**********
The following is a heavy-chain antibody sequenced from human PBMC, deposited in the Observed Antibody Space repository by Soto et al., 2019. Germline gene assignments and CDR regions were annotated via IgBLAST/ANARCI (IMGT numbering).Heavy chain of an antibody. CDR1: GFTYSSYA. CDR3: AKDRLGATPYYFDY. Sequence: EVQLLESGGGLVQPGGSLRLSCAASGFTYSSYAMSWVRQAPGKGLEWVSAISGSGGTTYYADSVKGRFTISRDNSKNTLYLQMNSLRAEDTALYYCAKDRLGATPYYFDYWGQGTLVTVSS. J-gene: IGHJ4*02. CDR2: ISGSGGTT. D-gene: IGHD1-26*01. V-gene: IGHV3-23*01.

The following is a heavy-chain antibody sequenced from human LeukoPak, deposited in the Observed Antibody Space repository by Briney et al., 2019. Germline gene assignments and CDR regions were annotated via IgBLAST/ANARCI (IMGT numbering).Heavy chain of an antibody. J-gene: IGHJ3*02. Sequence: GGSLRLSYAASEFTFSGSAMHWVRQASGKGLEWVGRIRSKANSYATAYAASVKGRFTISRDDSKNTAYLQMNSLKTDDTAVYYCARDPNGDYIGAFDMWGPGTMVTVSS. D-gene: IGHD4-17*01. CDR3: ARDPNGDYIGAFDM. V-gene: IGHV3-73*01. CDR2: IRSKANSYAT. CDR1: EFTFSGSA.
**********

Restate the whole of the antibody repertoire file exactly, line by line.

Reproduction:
The following is a heavy-chain antibody sequenced from human PBMC, deposited in the Observed Antibody Space repository by Soto et al., 2019. Germline gene assignments and CDR regions were annotated via IgBLAST/ANARCI (IMGT numbering).Heavy chain of an antibody. CDR1: GFTYSSYA. CDR3: AKDRLGATPYYFDY. Sequence: EVQLLESGGGLVQPGGSLRLSCAASGFTYSSYAMSWVRQAPGKGLEWVSAISGSGGTTYYADSVKGRFTISRDNSKNTLYLQMNSLRAEDTALYYCAKDRLGATPYYFDYWGQGTLVTVSS. J-gene: IGHJ4*02. CDR2: ISGSGGTT. D-gene: IGHD1-26*01. V-gene: IGHV3-23*01.

The following is a heavy-chain antibody sequenced from human LeukoPak, deposited in the Observed Antibody Space repository by Briney et al., 2019. Germline gene assignments and CDR regions were annotated via IgBLAST/ANARCI (IMGT numbering).Heavy chain of an antibody. J-gene: IGHJ3*02. Sequence: GGSLRLSYAASEFTFSGSAMHWVRQASGKGLEWVGRIRSKANSYATAYAASVKGRFTISRDDSKNTAYLQMNSLKTDDTAVYYCARDPNGDYIGAFDMWGPGTMVTVSS. D-gene: IGHD4-17*01. CDR3: ARDPNGDYIGAFDM. V-gene: IGHV3-73*01. CDR2: IRSKANSYAT. CDR1: EFTFSGSA.